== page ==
Francesca loves spending time at our log cabin in the mountains of central Idaho, sniffing to see what has been running around her territory, looking out over the forest from our second-floor deck, or sitting with us together on our leather loveseat.  When at our condo in Boise, she loves to go with us for rides on our e-bikes and walks around the neighborhood, sniffing along the way and greeting every person or dog she meets with a wagging tail and tug on the leash.

The primary reason we got Francesca was to be my therapy dog. When I am having a rough time, she somehow senses it. She will come up to me and lie down by my feet, ask to sit on my lap, or give me kisses on the neck. When I return her affection, she purrs with satisfaction. When she is up to her hat full of antics, my physical and mental burdens are relieved more effectively than from any medicine my doctors have prescribed. She brings nothing but positive side effects.

Because of my physical limitations, I am unable to walk very far with Francesca, so Lesa does most of the exercise. When the two of them encounter people on their walks, Francesca strains on her leash to go up to them for some affection. No one can resist her. Like us, once upon a time, most have never seen a Norwich and think she is a puppy, even though she is fully grown. They almost always want to know her name and breed. She makes people smile. Life is good for Francesca.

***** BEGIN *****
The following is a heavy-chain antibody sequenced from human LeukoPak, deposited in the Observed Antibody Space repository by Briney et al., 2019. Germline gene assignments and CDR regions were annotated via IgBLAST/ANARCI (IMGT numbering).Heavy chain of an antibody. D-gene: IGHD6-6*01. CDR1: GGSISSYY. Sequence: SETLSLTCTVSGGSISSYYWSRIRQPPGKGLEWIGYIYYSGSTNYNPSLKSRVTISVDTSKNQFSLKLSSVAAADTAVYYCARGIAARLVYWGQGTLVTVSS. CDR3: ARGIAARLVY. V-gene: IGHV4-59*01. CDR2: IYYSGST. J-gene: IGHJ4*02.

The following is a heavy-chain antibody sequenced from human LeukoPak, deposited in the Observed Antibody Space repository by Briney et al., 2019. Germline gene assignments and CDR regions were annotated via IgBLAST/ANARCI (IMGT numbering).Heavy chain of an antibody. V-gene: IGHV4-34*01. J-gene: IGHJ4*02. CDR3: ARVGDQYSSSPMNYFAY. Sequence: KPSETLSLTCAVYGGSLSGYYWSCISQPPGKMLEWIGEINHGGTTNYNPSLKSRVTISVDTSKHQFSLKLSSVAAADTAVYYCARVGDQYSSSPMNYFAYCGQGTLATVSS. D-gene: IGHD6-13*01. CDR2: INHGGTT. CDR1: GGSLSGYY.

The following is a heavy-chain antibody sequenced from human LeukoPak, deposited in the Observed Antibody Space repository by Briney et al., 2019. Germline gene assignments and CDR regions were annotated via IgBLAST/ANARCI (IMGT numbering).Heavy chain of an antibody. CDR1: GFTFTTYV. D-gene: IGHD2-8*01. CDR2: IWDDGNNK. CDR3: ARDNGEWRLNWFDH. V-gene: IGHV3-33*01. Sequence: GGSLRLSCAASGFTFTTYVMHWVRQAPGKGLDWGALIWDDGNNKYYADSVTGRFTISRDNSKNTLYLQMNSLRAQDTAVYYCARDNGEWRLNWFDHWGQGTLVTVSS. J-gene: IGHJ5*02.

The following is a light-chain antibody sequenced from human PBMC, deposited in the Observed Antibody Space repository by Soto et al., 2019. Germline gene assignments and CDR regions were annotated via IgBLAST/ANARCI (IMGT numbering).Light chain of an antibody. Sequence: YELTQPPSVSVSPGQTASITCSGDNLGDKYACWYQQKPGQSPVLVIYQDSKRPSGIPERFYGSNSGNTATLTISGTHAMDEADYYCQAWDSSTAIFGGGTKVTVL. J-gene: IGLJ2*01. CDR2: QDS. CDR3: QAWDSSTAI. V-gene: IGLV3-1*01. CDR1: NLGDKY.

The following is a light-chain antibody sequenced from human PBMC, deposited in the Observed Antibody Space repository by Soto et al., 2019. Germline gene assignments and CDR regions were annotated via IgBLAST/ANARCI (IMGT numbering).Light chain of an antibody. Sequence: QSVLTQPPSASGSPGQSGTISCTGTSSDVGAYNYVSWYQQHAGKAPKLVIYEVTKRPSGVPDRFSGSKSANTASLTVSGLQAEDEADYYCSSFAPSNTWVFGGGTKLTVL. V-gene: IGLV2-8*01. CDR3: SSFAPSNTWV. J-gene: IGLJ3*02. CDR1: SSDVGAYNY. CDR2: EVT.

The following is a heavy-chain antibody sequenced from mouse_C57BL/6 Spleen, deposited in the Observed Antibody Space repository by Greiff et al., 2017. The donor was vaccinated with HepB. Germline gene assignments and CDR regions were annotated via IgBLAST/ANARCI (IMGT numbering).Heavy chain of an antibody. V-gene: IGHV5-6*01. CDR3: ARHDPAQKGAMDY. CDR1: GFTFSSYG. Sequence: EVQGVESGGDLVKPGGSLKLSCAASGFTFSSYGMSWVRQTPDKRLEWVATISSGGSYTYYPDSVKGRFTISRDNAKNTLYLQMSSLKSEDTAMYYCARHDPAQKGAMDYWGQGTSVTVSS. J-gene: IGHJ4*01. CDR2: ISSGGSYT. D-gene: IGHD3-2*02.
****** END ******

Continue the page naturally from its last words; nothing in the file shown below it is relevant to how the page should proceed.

I believe God had a hand in bringing Francesca into my life; there are too many moving parts to the path that brought us together for it to be a coincidence. She is one in a million and provides me with love and affection anytime I need it. I cannot imagine how much more difficult it would be coping with my health challenges if I did not have my “fluffy ball of cuteness” by my side.

Bob Becker

Bob Becker is a retired lawyer.  He is the father of two grown sons and lives in Cascade, Idaho.  He has lived with multiple sclerosis for over 25 years.